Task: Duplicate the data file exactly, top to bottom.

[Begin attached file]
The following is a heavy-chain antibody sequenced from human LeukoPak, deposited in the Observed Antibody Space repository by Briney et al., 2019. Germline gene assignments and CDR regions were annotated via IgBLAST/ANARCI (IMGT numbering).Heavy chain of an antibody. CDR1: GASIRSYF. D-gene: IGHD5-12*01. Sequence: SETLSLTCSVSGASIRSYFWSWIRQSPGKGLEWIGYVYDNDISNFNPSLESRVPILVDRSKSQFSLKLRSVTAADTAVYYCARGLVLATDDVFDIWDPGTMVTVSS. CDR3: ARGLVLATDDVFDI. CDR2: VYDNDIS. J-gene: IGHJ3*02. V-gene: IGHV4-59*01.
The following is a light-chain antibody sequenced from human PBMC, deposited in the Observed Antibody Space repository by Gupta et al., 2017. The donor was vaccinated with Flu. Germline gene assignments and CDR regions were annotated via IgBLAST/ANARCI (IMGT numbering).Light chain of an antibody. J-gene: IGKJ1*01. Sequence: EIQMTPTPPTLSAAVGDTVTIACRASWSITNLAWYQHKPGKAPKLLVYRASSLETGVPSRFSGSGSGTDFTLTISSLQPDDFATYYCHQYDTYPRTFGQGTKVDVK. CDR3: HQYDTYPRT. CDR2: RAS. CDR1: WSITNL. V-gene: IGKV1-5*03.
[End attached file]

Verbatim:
The following is a heavy-chain antibody sequenced from human LeukoPak, deposited in the Observed Antibody Space repository by Briney et al., 2019. Germline gene assignments and CDR regions were annotated via IgBLAST/ANARCI (IMGT numbering).Heavy chain of an antibody. CDR1: GASIRSYF. D-gene: IGHD5-12*01. Sequence: SETLSLTCSVSGASIRSYFWSWIRQSPGKGLEWIGYVYDNDISNFNPSLESRVPILVDRSKSQFSLKLRSVTAADTAVYYCARGLVLATDDVFDIWDPGTMVTVSS. CDR3: ARGLVLATDDVFDI. CDR2: VYDNDIS. J-gene: IGHJ3*02. V-gene: IGHV4-59*01.
The following is a light-chain antibody sequenced from human PBMC, deposited in the Observed Antibody Space repository by Gupta et al., 2017. The donor was vaccinated with Flu. Germline gene assignments and CDR regions were annotated via IgBLAST/ANARCI (IMGT numbering).Light chain of an antibody. J-gene: IGKJ1*01. Sequence: EIQMTPTPPTLSAAVGDTVTIACRASWSITNLAWYQHKPGKAPKLLVYRASSLETGVPSRFSGSGSGTDFTLTISSLQPDDFATYYCHQYDTYPRTFGQGTKVDVK. CDR3: HQYDTYPRT. CDR2: RAS. CDR1: WSITNL. V-gene: IGKV1-5*03.